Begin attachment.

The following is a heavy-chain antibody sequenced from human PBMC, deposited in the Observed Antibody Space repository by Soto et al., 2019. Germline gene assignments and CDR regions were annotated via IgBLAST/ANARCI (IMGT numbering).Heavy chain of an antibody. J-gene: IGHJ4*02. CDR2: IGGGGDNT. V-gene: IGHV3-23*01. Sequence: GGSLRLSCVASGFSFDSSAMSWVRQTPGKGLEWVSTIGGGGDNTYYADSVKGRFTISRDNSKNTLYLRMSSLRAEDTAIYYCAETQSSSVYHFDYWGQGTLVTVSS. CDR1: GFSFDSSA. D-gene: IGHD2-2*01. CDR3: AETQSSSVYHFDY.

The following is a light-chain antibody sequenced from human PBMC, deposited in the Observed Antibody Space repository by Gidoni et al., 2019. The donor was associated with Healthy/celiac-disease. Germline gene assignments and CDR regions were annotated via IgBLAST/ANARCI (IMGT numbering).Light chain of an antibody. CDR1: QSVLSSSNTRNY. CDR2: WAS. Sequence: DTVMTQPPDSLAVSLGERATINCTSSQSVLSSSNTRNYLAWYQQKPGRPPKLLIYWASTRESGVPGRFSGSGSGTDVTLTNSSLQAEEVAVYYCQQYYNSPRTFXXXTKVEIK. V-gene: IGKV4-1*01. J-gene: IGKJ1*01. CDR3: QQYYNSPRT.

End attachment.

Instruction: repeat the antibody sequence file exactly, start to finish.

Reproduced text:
The following is a heavy-chain antibody sequenced from human PBMC, deposited in the Observed Antibody Space repository by Soto et al., 2019. Germline gene assignments and CDR regions were annotated via IgBLAST/ANARCI (IMGT numbering).Heavy chain of an antibody. J-gene: IGHJ4*02. CDR2: IGGGGDNT. V-gene: IGHV3-23*01. Sequence: GGSLRLSCVASGFSFDSSAMSWVRQTPGKGLEWVSTIGGGGDNTYYADSVKGRFTISRDNSKNTLYLRMSSLRAEDTAIYYCAETQSSSVYHFDYWGQGTLVTVSS. CDR1: GFSFDSSA. D-gene: IGHD2-2*01. CDR3: AETQSSSVYHFDY.

The following is a light-chain antibody sequenced from human PBMC, deposited in the Observed Antibody Space repository by Gidoni et al., 2019. The donor was associated with Healthy/celiac-disease. Germline gene assignments and CDR regions were annotated via IgBLAST/ANARCI (IMGT numbering).Light chain of an antibody. CDR1: QSVLSSSNTRNY. CDR2: WAS. Sequence: DTVMTQPPDSLAVSLGERATINCTSSQSVLSSSNTRNYLAWYQQKPGRPPKLLIYWASTRESGVPGRFSGSGSGTDVTLTNSSLQAEEVAVYYCQQYYNSPRTFXXXTKVEIK. V-gene: IGKV4-1*01. J-gene: IGKJ1*01. CDR3: QQYYNSPRT.